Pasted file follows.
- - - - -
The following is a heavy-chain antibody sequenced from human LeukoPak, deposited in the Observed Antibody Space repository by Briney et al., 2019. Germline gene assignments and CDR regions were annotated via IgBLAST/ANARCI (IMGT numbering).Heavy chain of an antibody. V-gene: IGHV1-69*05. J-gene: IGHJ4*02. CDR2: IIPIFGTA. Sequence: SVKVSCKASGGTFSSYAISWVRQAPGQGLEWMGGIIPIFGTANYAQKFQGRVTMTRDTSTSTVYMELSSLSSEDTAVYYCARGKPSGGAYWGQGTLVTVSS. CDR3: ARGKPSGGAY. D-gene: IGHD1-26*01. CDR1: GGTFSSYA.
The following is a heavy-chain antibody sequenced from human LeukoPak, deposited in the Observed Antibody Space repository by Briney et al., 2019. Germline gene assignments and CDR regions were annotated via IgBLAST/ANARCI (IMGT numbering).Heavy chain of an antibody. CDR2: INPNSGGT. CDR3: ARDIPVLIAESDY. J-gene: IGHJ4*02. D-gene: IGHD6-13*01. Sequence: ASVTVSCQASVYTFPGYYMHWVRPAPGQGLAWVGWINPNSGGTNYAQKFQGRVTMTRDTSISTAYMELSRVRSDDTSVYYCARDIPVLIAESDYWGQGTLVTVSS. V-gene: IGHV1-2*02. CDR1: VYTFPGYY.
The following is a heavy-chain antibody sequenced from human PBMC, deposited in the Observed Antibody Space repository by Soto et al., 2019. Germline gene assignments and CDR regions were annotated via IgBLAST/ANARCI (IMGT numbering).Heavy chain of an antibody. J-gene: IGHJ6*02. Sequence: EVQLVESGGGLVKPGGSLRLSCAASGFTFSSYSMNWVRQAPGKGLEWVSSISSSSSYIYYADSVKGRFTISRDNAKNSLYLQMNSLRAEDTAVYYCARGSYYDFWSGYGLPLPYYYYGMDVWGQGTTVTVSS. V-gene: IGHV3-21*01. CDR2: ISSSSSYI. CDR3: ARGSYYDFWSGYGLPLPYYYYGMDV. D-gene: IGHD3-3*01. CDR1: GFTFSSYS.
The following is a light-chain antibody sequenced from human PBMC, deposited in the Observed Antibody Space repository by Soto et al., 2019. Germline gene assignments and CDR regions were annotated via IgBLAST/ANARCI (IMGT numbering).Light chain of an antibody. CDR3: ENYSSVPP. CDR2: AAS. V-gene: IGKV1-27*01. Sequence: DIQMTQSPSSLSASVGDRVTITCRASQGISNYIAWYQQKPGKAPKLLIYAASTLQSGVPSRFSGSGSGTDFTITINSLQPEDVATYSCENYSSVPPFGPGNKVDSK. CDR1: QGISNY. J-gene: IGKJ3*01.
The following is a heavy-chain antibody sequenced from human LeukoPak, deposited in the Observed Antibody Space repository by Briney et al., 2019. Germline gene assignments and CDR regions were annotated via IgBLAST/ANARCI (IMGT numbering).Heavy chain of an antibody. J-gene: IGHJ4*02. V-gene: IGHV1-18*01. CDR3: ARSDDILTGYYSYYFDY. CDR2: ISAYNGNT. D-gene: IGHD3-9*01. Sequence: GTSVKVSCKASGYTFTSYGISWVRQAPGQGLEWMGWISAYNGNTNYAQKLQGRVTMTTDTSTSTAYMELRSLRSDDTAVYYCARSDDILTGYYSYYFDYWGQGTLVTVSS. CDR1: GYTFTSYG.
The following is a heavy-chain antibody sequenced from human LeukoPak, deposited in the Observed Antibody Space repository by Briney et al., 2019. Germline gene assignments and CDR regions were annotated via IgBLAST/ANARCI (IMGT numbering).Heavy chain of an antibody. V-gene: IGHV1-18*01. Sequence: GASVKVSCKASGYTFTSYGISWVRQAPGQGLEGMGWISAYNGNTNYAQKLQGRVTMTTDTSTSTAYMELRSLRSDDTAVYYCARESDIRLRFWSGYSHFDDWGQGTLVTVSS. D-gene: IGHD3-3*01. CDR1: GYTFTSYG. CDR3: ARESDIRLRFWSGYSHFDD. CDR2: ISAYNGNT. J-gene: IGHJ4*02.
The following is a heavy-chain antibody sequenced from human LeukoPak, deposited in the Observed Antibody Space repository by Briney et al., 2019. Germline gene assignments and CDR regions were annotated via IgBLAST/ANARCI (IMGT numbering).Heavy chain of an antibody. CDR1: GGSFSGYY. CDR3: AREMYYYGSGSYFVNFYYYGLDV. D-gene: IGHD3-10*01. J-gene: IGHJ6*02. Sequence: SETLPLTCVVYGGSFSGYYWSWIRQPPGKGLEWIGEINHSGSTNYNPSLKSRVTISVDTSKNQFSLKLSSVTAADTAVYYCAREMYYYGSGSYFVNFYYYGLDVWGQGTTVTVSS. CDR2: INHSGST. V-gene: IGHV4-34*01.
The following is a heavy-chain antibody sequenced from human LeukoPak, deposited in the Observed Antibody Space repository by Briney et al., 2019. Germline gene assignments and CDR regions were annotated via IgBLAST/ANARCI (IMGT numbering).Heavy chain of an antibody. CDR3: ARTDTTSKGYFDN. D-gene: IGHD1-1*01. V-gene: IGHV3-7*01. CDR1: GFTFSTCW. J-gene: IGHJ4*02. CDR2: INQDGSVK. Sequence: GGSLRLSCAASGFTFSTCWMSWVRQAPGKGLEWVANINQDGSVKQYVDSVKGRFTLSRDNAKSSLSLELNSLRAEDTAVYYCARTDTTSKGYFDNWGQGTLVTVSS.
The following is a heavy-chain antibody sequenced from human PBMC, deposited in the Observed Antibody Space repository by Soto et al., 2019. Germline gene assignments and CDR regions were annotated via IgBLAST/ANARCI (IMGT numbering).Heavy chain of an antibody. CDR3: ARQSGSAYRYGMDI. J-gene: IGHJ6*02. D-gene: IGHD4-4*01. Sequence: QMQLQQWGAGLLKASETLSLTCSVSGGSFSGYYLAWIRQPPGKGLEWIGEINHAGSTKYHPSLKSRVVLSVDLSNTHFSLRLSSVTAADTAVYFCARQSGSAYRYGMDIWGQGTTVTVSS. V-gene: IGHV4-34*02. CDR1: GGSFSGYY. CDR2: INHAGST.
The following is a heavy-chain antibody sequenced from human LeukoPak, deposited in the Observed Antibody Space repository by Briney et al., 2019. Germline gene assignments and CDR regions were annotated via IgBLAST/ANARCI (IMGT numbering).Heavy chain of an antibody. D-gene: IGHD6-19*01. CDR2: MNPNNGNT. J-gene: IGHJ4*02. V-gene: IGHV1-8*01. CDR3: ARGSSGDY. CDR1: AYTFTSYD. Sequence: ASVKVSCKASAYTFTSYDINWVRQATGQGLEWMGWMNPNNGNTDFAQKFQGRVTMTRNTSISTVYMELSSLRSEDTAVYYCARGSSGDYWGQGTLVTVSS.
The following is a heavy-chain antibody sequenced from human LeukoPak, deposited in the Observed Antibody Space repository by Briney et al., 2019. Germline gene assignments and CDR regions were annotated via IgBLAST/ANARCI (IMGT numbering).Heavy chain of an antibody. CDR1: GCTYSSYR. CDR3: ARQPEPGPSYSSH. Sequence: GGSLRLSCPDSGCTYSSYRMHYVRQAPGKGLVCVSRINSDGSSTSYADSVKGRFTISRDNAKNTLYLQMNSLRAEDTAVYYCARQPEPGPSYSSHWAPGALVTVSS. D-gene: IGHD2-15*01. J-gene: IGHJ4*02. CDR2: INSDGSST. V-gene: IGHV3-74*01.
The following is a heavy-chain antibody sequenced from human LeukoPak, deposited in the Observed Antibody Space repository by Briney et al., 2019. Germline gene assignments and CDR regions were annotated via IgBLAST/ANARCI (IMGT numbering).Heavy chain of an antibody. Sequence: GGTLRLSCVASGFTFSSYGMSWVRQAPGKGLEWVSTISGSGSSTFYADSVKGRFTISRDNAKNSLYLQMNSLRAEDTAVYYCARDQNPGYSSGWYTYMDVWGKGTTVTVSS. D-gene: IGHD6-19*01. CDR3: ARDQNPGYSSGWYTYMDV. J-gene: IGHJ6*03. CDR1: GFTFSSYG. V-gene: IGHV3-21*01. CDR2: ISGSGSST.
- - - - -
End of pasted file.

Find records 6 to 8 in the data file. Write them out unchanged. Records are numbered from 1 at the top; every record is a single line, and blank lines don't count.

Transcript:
The following is a heavy-chain antibody sequenced from human LeukoPak, deposited in the Observed Antibody Space repository by Briney et al., 2019. Germline gene assignments and CDR regions were annotated via IgBLAST/ANARCI (IMGT numbering).Heavy chain of an antibody. V-gene: IGHV1-18*01. Sequence: GASVKVSCKASGYTFTSYGISWVRQAPGQGLEGMGWISAYNGNTNYAQKLQGRVTMTTDTSTSTAYMELRSLRSDDTAVYYCARESDIRLRFWSGYSHFDDWGQGTLVTVSS. D-gene: IGHD3-3*01. CDR1: GYTFTSYG. CDR3: ARESDIRLRFWSGYSHFDD. CDR2: ISAYNGNT. J-gene: IGHJ4*02.
The following is a heavy-chain antibody sequenced from human LeukoPak, deposited in the Observed Antibody Space repository by Briney et al., 2019. Germline gene assignments and CDR regions were annotated via IgBLAST/ANARCI (IMGT numbering).Heavy chain of an antibody. CDR1: GGSFSGYY. CDR3: AREMYYYGSGSYFVNFYYYGLDV. D-gene: IGHD3-10*01. J-gene: IGHJ6*02. Sequence: SETLPLTCVVYGGSFSGYYWSWIRQPPGKGLEWIGEINHSGSTNYNPSLKSRVTISVDTSKNQFSLKLSSVTAADTAVYYCAREMYYYGSGSYFVNFYYYGLDVWGQGTTVTVSS. CDR2: INHSGST. V-gene: IGHV4-34*01.
The following is a heavy-chain antibody sequenced from human LeukoPak, deposited in the Observed Antibody Space repository by Briney et al., 2019. Germline gene assignments and CDR regions were annotated via IgBLAST/ANARCI (IMGT numbering).Heavy chain of an antibody. CDR3: ARTDTTSKGYFDN. D-gene: IGHD1-1*01. V-gene: IGHV3-7*01. CDR1: GFTFSTCW. J-gene: IGHJ4*02. CDR2: INQDGSVK. Sequence: GGSLRLSCAASGFTFSTCWMSWVRQAPGKGLEWVANINQDGSVKQYVDSVKGRFTLSRDNAKSSLSLELNSLRAEDTAVYYCARTDTTSKGYFDNWGQGTLVTVSS.